REGINA – Saskatchewan’s Opposition says the carbon capture and storage facility at Boundary Dam is hurting the province’s international reputation.
SaskPower is being talked about around the world, but for the wrong reasons according to the NDP, who point to strong words from a United States senator, who once supported the project but now calls it a failure.
Joe Manchin, a Democrat from West Virginia known for backing coal-fired power plants south of the border, is denouncing the CCS plant near Estevan, which was used to help form new coal-fired power plant regulations in the U.S.
On November 10, he told Fox News “we based our plans on what we should be doing in America, to provide energy people depend upon, on a failed operation in Canada.”
In a letter to leaders of the U.S. Environmental Protection Agency, Manchin says SaskPower performance results, used to form the agency’s policy, were false.
“Many of the glowing performance results cited by the EPA have been found to be nothing more than marketing spin and hyperbole,” the letter reads.
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NDP SaskPower critic Cathy Sproule says Crown executives aren’t telling the truth in trying to sell expertise gained from the CCS plant.
Sproule cited a SaskPower video presentation, still being used at events around the world, claiming the plant is capturing one million tonnes of carbon dioxide.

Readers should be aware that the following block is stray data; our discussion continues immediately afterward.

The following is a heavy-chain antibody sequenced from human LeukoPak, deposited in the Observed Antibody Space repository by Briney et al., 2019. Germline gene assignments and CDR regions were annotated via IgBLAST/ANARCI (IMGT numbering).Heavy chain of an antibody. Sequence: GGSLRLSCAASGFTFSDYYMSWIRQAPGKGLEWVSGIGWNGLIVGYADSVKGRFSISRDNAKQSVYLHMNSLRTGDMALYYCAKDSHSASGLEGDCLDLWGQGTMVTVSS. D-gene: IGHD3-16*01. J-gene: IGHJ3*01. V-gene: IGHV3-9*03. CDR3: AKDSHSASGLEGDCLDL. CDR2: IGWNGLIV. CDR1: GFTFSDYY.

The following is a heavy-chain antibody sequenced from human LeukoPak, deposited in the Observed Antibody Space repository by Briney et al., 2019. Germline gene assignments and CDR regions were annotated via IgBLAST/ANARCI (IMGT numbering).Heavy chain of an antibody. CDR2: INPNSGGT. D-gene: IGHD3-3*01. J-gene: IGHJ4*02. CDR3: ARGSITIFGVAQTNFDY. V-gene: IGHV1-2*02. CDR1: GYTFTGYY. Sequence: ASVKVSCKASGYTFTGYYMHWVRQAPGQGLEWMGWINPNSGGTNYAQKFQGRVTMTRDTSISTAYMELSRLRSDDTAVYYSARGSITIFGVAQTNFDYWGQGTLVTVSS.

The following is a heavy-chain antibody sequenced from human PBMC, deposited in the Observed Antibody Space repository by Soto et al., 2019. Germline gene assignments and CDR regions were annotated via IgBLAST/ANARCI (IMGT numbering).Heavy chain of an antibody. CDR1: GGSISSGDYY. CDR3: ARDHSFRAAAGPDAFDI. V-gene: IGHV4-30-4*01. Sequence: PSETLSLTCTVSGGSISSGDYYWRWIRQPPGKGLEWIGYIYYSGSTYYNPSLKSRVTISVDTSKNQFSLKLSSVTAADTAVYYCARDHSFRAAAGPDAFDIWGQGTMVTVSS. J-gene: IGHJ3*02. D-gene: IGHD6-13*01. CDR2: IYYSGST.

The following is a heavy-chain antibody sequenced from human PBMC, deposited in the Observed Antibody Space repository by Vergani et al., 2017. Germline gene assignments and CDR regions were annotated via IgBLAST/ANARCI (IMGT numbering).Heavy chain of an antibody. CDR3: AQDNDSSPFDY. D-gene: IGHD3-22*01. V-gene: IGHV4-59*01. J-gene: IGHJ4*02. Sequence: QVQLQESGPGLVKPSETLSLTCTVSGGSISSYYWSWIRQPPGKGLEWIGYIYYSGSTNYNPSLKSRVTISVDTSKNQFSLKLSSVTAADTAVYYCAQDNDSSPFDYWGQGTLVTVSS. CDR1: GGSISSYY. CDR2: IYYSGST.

In reality, results have shown performance is less than half that. SaskPower showed the CCS unit on pace to capture roughly 400,000 tonnes of CO2 in 2015.
“The damage this is doing is very concerning,” Sproule said. “We need SaskPower … the government, to get it together, get the story straight.”
Since mid-Janaury, the best capture rate appears to be less than 65 per cent – and that’s only on the days the unit has been up and running. It’s been shut down due to mechanical issues more than half the time, SaskPower says.
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Bill Boyd, the minister responsible for SaskPower, admits Manchin’s comments aren’t helpful to the carbon capture plant’s reputation, but says there is still a strong international interest.
“We’re going to have to be very clear with people coming to look at this facility in the future that there’s problems associated with it,” Boyd said. “I don’t think they’d be unfamiliar with the fact that a project of this nature may have problems.”
Boyd says there are no more overseas trips scheduled to promote the CCS facility and that SaskPower will be more clear with international guests about the problems failures experienced so far.